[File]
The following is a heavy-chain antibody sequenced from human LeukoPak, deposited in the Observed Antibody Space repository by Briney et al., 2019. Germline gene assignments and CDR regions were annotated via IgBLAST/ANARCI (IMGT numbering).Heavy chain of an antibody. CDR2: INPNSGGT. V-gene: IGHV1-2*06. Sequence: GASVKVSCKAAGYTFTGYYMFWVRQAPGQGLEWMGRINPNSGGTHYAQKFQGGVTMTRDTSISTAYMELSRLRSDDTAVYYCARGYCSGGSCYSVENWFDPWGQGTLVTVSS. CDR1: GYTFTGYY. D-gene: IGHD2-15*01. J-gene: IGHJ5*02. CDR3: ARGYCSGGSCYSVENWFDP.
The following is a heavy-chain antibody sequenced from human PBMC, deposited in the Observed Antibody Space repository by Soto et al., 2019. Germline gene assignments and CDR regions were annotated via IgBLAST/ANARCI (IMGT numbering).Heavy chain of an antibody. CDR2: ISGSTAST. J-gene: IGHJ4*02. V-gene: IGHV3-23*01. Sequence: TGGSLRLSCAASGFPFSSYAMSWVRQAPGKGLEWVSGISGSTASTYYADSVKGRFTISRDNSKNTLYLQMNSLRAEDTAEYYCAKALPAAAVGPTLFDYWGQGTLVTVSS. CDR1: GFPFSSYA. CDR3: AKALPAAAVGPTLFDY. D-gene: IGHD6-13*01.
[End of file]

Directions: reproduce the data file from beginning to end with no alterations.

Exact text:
The following is a heavy-chain antibody sequenced from human LeukoPak, deposited in the Observed Antibody Space repository by Briney et al., 2019. Germline gene assignments and CDR regions were annotated via IgBLAST/ANARCI (IMGT numbering).Heavy chain of an antibody. CDR2: INPNSGGT. V-gene: IGHV1-2*06. Sequence: GASVKVSCKAAGYTFTGYYMFWVRQAPGQGLEWMGRINPNSGGTHYAQKFQGGVTMTRDTSISTAYMELSRLRSDDTAVYYCARGYCSGGSCYSVENWFDPWGQGTLVTVSS. CDR1: GYTFTGYY. D-gene: IGHD2-15*01. J-gene: IGHJ5*02. CDR3: ARGYCSGGSCYSVENWFDP.
The following is a heavy-chain antibody sequenced from human PBMC, deposited in the Observed Antibody Space repository by Soto et al., 2019. Germline gene assignments and CDR regions were annotated via IgBLAST/ANARCI (IMGT numbering).Heavy chain of an antibody. CDR2: ISGSTAST. J-gene: IGHJ4*02. V-gene: IGHV3-23*01. Sequence: TGGSLRLSCAASGFPFSSYAMSWVRQAPGKGLEWVSGISGSTASTYYADSVKGRFTISRDNSKNTLYLQMNSLRAEDTAEYYCAKALPAAAVGPTLFDYWGQGTLVTVSS. CDR1: GFPFSSYA. CDR3: AKALPAAAVGPTLFDY. D-gene: IGHD6-13*01.